Crude prices fell below $77.50 per barrel after the U.S. raised levies on Chinese products. If the tensions of this trade war it maintains with the world’s second-largest global power escalate, it could threaten global growth. As a consequence, crude demand would decrease and prices would continue to fall.
New York futures dropped by 1.3 percent after the Trump administration revealed a tariff list on $200 billion in Chinese goods. These products could have a 10 percent tax after the public consultation that ends on August 30. Other risk assets, Chinese and U.S. stocks, fell even more. Meanwhile, safe-haven assets such as the yen and treasury bills went up.
Oil is trading near three-year highs due to concerns over supply shortage. This uncertainty stems from production disruptions in Libya and Venezuela, as well as new U.S. sanctions on Iran. These factors hinder the OPEC’s promise to increase production to maintain crude prices. The signs of the reduction in U.S. stocks and decreased production in Norway and Gabon will increase the risks. The escalation of this trade conflict between the U.S. and China is increasing fears related to global economic growth.
August West Texas Intermediate stands at $73.17 per barrel in the New York Stock Exchange. The total volume traded was approximately 33 percent higher than the 100-day average.
In the meantime, Brent crude for September delivery fell to $77.60 per barrel in the London ICE Futures. This global index traded with a $6.07 prime, as compared with WTI.
The levies implemented by the administration will cover nearly half of all U.S. imports from the Chinese nation. This will be the case if the $200 billion in levies enter into force. The list of products that the White House refers to also includes oil by-products such as motor fuel, kerosene, and gasoline. In addition, it includes other articles like clothing, TV parts, and refrigerators.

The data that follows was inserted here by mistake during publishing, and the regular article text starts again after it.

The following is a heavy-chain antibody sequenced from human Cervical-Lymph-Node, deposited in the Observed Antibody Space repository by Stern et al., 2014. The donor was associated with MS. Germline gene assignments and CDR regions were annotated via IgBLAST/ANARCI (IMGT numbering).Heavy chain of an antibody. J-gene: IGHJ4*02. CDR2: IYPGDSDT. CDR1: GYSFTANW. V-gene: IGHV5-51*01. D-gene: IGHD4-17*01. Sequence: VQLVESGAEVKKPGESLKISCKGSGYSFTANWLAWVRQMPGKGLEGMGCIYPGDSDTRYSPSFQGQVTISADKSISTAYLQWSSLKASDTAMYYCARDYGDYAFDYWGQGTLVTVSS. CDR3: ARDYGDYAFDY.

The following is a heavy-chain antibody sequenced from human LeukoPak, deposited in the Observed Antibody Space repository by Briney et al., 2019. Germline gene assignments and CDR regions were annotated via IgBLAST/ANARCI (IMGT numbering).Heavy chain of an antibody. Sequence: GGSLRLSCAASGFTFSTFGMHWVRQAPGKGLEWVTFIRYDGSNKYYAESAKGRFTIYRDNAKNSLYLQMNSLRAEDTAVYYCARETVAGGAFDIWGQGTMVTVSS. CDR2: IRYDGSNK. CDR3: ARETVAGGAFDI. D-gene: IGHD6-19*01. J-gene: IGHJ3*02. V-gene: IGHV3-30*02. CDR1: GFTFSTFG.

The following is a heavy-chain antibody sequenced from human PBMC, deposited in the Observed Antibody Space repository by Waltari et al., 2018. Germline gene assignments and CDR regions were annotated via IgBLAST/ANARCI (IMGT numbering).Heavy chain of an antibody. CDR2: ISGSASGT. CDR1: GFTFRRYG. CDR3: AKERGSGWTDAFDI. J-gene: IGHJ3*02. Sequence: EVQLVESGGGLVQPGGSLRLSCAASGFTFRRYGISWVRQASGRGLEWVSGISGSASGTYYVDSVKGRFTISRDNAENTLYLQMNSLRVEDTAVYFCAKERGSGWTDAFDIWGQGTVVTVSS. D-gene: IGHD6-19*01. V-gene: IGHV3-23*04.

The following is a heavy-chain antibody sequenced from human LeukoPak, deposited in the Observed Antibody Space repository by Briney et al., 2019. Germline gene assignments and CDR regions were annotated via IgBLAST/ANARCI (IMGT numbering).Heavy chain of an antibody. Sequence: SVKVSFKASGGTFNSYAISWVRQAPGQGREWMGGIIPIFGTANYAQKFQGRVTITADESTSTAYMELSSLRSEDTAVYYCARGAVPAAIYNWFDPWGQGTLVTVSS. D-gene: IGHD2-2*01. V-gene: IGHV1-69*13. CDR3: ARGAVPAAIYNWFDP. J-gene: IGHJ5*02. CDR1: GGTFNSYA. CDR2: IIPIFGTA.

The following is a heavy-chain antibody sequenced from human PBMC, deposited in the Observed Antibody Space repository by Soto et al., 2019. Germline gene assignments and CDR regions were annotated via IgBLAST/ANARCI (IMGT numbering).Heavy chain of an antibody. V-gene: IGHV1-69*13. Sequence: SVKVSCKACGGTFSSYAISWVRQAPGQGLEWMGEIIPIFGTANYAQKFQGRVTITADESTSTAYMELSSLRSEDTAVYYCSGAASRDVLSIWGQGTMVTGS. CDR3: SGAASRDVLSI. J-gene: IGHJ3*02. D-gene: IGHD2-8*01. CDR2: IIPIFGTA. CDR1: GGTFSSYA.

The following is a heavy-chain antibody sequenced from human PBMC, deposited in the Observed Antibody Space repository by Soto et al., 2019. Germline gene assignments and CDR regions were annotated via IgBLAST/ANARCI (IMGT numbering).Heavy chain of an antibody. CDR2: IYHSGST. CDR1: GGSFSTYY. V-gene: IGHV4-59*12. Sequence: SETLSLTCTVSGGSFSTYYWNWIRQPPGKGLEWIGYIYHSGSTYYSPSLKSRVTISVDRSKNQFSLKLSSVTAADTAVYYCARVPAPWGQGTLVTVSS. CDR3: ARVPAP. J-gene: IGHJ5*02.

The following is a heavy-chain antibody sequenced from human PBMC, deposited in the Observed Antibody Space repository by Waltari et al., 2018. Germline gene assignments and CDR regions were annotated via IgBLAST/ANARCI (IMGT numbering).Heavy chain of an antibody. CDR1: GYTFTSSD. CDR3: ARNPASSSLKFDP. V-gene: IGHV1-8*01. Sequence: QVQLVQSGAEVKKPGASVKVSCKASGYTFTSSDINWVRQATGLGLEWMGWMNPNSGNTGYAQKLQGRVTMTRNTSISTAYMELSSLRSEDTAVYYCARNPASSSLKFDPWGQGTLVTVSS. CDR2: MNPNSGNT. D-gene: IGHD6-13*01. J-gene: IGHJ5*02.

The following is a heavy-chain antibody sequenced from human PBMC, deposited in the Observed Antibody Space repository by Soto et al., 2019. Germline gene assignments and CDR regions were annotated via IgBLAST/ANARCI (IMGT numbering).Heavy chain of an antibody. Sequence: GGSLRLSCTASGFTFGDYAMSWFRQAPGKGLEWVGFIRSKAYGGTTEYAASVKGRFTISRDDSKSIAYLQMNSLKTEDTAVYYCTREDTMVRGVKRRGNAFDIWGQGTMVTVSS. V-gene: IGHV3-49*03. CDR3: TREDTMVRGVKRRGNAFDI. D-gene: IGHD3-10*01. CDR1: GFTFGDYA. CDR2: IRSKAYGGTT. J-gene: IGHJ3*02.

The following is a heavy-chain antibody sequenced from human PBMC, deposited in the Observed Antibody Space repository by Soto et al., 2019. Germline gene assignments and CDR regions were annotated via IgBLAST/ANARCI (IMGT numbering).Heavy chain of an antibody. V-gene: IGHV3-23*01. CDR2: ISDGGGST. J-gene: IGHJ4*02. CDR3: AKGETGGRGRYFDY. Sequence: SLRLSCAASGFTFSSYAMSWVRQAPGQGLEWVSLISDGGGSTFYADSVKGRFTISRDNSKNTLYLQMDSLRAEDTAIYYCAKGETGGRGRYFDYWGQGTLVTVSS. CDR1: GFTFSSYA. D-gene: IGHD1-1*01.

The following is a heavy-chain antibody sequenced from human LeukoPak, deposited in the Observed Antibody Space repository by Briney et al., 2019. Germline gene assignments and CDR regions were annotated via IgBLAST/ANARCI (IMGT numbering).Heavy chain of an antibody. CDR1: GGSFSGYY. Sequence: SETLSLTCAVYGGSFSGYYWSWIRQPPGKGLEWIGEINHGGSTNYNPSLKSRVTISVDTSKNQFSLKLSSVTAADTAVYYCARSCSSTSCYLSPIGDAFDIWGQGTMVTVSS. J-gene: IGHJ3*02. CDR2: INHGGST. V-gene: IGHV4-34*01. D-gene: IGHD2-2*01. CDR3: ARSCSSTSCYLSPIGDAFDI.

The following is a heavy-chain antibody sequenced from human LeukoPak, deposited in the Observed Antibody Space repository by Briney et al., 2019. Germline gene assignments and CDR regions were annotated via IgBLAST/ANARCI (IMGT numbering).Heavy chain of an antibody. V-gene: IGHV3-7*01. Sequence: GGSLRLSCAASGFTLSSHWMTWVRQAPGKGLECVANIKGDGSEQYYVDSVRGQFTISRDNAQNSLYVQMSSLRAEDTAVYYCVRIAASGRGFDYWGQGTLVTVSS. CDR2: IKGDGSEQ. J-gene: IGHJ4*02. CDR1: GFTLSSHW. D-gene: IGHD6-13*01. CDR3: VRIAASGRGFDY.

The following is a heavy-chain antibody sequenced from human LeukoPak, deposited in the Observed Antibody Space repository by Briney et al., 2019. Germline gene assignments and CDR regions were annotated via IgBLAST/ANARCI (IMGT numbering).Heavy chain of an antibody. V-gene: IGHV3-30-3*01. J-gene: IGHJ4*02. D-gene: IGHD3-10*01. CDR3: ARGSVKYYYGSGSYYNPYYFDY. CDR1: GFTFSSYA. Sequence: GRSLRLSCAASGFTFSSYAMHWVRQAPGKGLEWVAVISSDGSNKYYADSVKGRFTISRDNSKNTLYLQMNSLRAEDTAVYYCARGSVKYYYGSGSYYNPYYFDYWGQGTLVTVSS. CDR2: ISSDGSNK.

In the meantime, the United States indicated it will adopt a more flexible stance for Iranian crude buyers. Some countries will likely seek exemptions to Iranian crude purchases. The U.S. will consider said applications, according to Secretary of State Mike Pompeo. In June, the Department of State said it was pressuring allies to end all Iranian crude imports. The deadline is set for November 4 and no exemption will be offered after that.
Even so, there are already signs that the threat of said renewed sanctions is discouraging some Asian countries from purchasing Iranian crude. September shipments will be the last sent to Japan. If the Asian nation does not receive an exemption to U.S. restrictions, this could eliminate 1 million barrels per day of Iranian crude exports from the market.
The threats to supply seem to worsen with a strike that is reducing Norway’s production for the first time in six years. In Gabon, Western Central Africa, production was halted at several sites operated by Total SA, after a strike that began on Monday. For its part, Venezuela’s oil rig count went down for the six consecutive month, reaching 15-year lows.
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